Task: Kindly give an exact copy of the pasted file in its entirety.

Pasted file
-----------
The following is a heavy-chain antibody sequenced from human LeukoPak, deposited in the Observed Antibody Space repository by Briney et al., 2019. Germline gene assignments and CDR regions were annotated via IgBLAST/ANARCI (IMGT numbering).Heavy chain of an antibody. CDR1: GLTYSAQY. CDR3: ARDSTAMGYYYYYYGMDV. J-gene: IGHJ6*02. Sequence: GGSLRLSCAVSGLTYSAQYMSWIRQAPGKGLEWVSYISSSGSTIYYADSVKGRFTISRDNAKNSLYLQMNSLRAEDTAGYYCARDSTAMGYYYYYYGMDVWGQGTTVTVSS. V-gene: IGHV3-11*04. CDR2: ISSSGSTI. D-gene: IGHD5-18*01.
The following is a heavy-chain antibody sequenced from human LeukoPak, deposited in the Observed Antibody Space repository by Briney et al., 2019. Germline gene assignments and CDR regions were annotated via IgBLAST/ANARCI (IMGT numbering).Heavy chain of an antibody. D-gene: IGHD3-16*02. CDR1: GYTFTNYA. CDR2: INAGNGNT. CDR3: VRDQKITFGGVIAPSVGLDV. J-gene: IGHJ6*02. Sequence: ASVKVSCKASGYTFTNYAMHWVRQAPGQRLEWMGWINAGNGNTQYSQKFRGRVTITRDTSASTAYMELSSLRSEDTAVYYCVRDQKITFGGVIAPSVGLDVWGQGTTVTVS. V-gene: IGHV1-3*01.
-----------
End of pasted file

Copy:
The following is a heavy-chain antibody sequenced from human LeukoPak, deposited in the Observed Antibody Space repository by Briney et al., 2019. Germline gene assignments and CDR regions were annotated via IgBLAST/ANARCI (IMGT numbering).Heavy chain of an antibody. CDR1: GLTYSAQY. CDR3: ARDSTAMGYYYYYYGMDV. J-gene: IGHJ6*02. Sequence: GGSLRLSCAVSGLTYSAQYMSWIRQAPGKGLEWVSYISSSGSTIYYADSVKGRFTISRDNAKNSLYLQMNSLRAEDTAGYYCARDSTAMGYYYYYYGMDVWGQGTTVTVSS. V-gene: IGHV3-11*04. CDR2: ISSSGSTI. D-gene: IGHD5-18*01.
The following is a heavy-chain antibody sequenced from human LeukoPak, deposited in the Observed Antibody Space repository by Briney et al., 2019. Germline gene assignments and CDR regions were annotated via IgBLAST/ANARCI (IMGT numbering).Heavy chain of an antibody. D-gene: IGHD3-16*02. CDR1: GYTFTNYA. CDR2: INAGNGNT. CDR3: VRDQKITFGGVIAPSVGLDV. J-gene: IGHJ6*02. Sequence: ASVKVSCKASGYTFTNYAMHWVRQAPGQRLEWMGWINAGNGNTQYSQKFRGRVTITRDTSASTAYMELSSLRSEDTAVYYCVRDQKITFGGVIAPSVGLDVWGQGTTVTVS. V-gene: IGHV1-3*01.